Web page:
- Associated Press - Tuesday, March 3, 2015

MADISON, Wis. (AP) - The evidence against a Milwaukee man convicted of killing his girlfriend with an ice pick was overwhelming, the Wisconsin Supreme Court said Tuesday, rejecting his argument that he deserves a new trial because he wasn’t allowed to testify.

In a 6-1 ruling, the court affirmed the 2010 conviction of Eddie Lee Anthony in the stabbing death of Sabrina R. Junior. Anthony never denied killing Junior, but wanted to testify that the killing was done in self-defense.

The Supreme Court said there was no error in disallowing his testimony. And if a mistake was made in excluding the testimony, the court said, it was irrelevant because of all the evidence against him.

Chief Justice Shirley Abrahamson dissented, saying Anthony was denied his constitutional right to testify on his own behalf.

Anthony’s attorney, Kimberly Alderman, did not return a message seeking comment. Attorney General Brad Schimel, who heads the Wisconsin Department of Justice, which prosecuted the case, praised the decision.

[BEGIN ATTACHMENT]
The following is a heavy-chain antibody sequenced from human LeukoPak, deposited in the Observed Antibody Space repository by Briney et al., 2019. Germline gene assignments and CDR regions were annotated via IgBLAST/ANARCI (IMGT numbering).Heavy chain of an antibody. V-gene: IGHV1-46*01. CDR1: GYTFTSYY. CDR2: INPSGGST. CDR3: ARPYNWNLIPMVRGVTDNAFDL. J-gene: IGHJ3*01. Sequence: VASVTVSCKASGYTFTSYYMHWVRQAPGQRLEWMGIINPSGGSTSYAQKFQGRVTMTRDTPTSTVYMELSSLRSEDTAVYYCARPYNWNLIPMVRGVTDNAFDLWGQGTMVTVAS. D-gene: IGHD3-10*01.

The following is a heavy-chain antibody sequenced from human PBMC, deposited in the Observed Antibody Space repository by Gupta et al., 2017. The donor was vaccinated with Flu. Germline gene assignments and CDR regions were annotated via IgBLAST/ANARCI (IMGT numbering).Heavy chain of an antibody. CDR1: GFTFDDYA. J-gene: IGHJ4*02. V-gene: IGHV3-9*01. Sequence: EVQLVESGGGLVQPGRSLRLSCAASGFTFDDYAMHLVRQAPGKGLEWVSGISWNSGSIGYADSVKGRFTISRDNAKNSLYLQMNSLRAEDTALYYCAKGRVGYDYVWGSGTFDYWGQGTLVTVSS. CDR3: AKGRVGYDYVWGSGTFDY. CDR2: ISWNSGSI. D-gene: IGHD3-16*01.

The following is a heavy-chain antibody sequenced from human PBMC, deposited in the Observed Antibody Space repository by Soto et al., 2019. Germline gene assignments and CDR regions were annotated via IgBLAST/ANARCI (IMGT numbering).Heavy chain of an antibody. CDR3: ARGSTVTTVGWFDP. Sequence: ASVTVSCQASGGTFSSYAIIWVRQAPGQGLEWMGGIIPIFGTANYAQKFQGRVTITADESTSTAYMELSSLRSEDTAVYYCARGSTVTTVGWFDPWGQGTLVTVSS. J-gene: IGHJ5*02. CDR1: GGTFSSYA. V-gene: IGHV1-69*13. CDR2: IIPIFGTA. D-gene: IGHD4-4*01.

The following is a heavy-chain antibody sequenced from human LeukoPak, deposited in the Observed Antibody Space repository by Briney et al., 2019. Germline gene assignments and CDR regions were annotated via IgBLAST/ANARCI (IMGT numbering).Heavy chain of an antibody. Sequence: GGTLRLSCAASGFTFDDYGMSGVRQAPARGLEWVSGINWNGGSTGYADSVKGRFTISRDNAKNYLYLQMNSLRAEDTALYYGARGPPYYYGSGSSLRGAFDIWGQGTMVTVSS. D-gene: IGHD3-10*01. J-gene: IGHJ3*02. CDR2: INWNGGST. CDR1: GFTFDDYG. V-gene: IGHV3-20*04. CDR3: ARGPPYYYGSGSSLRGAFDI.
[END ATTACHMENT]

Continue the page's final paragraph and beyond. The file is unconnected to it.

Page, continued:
“Today’s ruling demonstrated the Supreme Court will not permit a defendant to make mockery of the trial process,” he said in a statement.

According to court records, Anthony stabbed Junior 45 times during an argument in their Milwaukee home. Their 11-year-old daughter, who was hiding in a closet with two other children, told police she saw her father follow her mother into the bedroom with a 10-inch ice pick and heard her mother scream. After the screaming stopped, she saw her father pack clothes in a suitcase and leave.

Junior’s 17-year-old daughter, who left the house during the argument, returned and found her mother’s body.

Anthony claimed he acted in self-defense and planned to testify at trial. But the judge refused to let him take the stand after he insisted on bringing up a wrongful armed robbery conviction in 1966 that was irrelevant to the homicide case. Anthony then became agitated, according to the Supreme Court order, and pledged to talk about other unrelated issues.

The trial court then determined that Anthony had forfeited his right to testify. The Supreme Court said the lower court was correct in disallowing the testimony and that even if it had been wrong there was so much evidence against him that his lack of testimony did not matter.


Follow Scott Bauer on Twitter at https://twitter.com/sbauerAP

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